Following with the feedback on the recent survey we spent a lot of time debating how we can improve the general process of documentation and ideally have the community more involved. So one of the first things we did is place our entire developer guide directly into the Codename One Wiki!
This allows any one of you without any special permissions (just a standard github account) to edit the wiki directly. No pull request or anything like that required. The syntax is based on asciidoc which is reasonably intuitive so if you see something wrong/missing etc. just edit it directly, we review all changes after the fact so if you get something wrong we will fix it!
If you want to monitor changes to the wiki and help us maintain it you can use the wiki RSS feed from github: https://github.com/codenameone/CodenameOne/wiki.atom. I also created an ifttt recipe for this but I'm not sure if it works well.
We'd also appreciate pull requests that improve our javadoc comments in the source so feel free to submit such changes as well if you see something that needs adding.
Another issue that was raised in the surveys was performance, this is an ongoing task and a lot of the regressions we had in the past month are related to a heavy commitment we made to native grade performance. Steve recently committed a lot of improvements to the architecture of ParparVM that should significantly boost the performance of some simple calculations and arithmetics bringing them to the level of native C performance by eliminating stack operations and removing the locals overhead.
ActionEvent Type Information
AWT/Swing created a lot of listener type interfaces and classes for practically every possible type of event in the system. This made the code easy to understand but also made generic implementations harder and increased the overall footprint of the JVM for things like AOT compilation.
With Codename One we went to the other extreme which is probably not ideal either (but somewhat hard to fix in retrospect) of using
ActionEvent for everything. This has advantages such as really simple and generic event binding, however it creats a situation where the generic code to process an events can't easily distinguish one type of event from another. Dave Dyer contributed a pull request that added a new type attribute to action events together with a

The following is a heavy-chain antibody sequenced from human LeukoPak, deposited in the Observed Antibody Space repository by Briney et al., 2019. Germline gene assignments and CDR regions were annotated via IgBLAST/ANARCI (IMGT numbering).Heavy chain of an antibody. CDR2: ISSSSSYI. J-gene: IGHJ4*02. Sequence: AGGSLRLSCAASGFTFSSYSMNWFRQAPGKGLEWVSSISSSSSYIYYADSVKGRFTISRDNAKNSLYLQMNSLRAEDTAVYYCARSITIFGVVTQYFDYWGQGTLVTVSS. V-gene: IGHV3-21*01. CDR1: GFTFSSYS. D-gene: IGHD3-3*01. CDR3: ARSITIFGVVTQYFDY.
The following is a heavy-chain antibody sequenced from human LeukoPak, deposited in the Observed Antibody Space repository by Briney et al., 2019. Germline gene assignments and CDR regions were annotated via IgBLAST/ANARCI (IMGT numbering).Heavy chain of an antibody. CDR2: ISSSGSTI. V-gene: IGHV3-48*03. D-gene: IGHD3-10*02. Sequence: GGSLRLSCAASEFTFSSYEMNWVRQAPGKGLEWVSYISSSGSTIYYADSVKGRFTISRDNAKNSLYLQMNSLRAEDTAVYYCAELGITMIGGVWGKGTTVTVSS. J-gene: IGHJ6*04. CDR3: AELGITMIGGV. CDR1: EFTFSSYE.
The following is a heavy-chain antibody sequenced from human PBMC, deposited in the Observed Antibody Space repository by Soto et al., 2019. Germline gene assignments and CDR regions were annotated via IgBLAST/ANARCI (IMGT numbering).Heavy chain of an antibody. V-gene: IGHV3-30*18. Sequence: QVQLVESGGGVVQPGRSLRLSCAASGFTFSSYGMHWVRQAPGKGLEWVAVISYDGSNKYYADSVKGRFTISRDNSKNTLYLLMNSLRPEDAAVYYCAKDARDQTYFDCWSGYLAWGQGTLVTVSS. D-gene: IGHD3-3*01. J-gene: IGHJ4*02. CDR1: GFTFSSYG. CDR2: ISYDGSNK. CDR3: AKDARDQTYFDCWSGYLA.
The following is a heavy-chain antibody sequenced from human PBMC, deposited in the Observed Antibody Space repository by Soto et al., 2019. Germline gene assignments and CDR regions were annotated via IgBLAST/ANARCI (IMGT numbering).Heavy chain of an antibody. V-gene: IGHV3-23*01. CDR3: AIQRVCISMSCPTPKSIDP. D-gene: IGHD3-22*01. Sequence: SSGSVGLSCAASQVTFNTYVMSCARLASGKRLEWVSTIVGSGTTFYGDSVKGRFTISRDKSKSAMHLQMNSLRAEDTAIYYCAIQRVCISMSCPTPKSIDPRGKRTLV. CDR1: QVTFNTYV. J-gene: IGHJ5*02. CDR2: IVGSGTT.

You can use this new capability with a line like this:
ActionEvent.Type t = ev.getEventType();
You can then use a switch case to handle various types of events or log them to the console for debugging.
Shape API's And Transforms On Mutable Images
Steve implemented the 2D shape API's in Codename One quite a while back. One of the known problems was the fact that some of these API's weren't implemented on mutable images in iOS.
The reasoning for that is that iOS has two very distinct and incompatible pipelines in Codename One. Rendering to the screen is done via OpenGL ES 2.0 and is very fast. Rendering to images is done via the iOS drawing API's which are normally pretty slow but can be done on an offline surface.
With this you can now finally draw charts onto images, however some other effects such as perspective transform probably won't work on an image.
Simpler Padding/Margin in Code
Up until now if you wanted to change padding/margin you had to do something like this:
Getting the padding wasn't much better:
int paddingPixels = style.getPadding(Component.TOP);
We now have two ways to do this that are simpler:
int paddingPixels = style.getPaddingTop();
This obviously applies to the sides/bottom as well.
The main motivation isn't just the shorter amount of code and intuitive nature of the API. Its also slightly faster as some checks become unnecessary by the specific code.
Centering the Toolbar
We added to
Toolbar the ability to center the title that was somewhat lost in the move between the old title and the new
Toolbar class. To the uninitiated it would seem that just styling the "Title" UIID to center should work. It seems to work on the surface but fails when we have uneven element widths to the right & left.
E.g. a sidemenu icon on the left with nothing on the right.
This effectively allocates a space to the title that starts after the side menu and the centering operation is relative to that location not to absolute screen width. By doing it like this we layout everything to the center in the layout level which should produce the desired result.